Following criticism for its treatment of female musicians, the Recording Academy announced today (March 6) that veteran attorney Christina “Tina” Tchen will lead a new task force to address diversity and inclusion issues in the music industry. 

“As part of its charter, the task force will identify the various barriers and unconscious biases faced by underrepresented communities throughout the music industry and, specifically, across Recording Academy operations and policies,” reads a press release from the Recording Academy, which oversees the Grammy Awards every year. “In an effort to determine pathways toward greater parity at every level of the organization, the task force will look specifically at Recording Academy governance, hiring and promotion practices, membership, awards and telecast.”

Tchen currently works at Buckley Sandler and oversees the law firm’s Chicago office. Tchen previously worked as chief of staff for Michelle Obama during her time as first lady of the United States. Tchen also directed the White House Council on Women and Girls. She more recently helped launch the Time’s Up Legal Defense Fund, which provides financial and social resources to women confronting workplace sexual violence in court. 

“The music industry faces numerous challenges—from combatting long-held biases to making sure women are represented and respected within the community,” Tchen said in the press release. “This task force is an important initial step by the Recording Academy to demonstrate its commitment to tackling these challenges in a comprehensive way. I am honored to partner with them in this effort and look forward to working with members of the task force as we look to make the music industry a diverse and inclusive community for all.”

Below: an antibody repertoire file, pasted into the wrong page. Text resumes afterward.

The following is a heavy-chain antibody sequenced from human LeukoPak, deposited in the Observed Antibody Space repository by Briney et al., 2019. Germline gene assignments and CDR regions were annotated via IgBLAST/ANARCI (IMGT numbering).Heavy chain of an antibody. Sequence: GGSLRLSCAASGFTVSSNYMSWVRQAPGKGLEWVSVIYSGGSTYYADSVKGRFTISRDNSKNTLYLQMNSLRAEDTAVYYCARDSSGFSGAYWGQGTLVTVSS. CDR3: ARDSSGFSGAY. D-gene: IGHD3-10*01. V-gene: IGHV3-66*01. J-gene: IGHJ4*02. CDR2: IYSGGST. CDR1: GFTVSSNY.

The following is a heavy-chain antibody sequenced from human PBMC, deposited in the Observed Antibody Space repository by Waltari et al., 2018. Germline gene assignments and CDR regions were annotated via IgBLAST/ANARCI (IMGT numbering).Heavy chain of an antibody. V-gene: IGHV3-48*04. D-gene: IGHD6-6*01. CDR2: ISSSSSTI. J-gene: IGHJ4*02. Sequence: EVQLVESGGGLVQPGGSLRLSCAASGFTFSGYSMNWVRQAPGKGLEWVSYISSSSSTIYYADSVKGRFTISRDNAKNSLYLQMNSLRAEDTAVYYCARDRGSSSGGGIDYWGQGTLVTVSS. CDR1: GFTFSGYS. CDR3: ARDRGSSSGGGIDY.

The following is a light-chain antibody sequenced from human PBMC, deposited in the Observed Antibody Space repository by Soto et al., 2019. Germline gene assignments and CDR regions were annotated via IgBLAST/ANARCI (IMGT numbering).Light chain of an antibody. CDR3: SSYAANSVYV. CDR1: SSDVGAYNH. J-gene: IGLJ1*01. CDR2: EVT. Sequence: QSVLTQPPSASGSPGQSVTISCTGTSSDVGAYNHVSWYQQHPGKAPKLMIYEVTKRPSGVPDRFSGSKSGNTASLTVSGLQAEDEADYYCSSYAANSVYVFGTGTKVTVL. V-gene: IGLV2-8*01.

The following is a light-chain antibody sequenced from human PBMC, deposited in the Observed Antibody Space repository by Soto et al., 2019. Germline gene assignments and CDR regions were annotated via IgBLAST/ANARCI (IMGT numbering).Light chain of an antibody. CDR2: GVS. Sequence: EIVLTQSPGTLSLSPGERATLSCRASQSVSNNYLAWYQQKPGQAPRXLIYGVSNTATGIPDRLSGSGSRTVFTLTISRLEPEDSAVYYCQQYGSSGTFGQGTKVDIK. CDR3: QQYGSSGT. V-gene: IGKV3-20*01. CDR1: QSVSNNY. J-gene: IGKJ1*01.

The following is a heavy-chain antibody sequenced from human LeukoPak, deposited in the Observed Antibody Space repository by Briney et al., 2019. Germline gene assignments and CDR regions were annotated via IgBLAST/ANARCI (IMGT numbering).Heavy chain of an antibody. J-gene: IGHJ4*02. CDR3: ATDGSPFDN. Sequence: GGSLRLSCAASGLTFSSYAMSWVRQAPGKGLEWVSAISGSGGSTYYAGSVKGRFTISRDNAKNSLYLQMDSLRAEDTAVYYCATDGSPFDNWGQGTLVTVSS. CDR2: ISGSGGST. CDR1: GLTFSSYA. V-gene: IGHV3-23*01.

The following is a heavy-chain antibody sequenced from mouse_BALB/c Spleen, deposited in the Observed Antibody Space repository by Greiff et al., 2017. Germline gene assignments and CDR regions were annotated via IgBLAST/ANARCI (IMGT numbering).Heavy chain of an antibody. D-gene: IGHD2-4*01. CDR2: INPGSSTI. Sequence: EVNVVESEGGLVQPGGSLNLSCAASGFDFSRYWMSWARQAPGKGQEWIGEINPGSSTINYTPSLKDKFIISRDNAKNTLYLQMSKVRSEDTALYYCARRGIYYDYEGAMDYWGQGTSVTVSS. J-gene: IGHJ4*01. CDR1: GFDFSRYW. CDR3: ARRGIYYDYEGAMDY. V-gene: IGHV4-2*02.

“Tina Tchen is an accomplished advocate for women and impact-oriented leader versed in convening disparate stakeholders for a common purpose,” added Recording Academy president Neil Portnow in the announcement. Portnow and the organization faced criticism after the most recent Grammys ceremony because Alessia Cara, who won Best New Artist, was the only woman to win in a top category. Portnow fueled further outrage when, as Variety reported, he addressed the critiques by saying that women need “to step up” without acknowledging the structural barriers that stand in the way of success.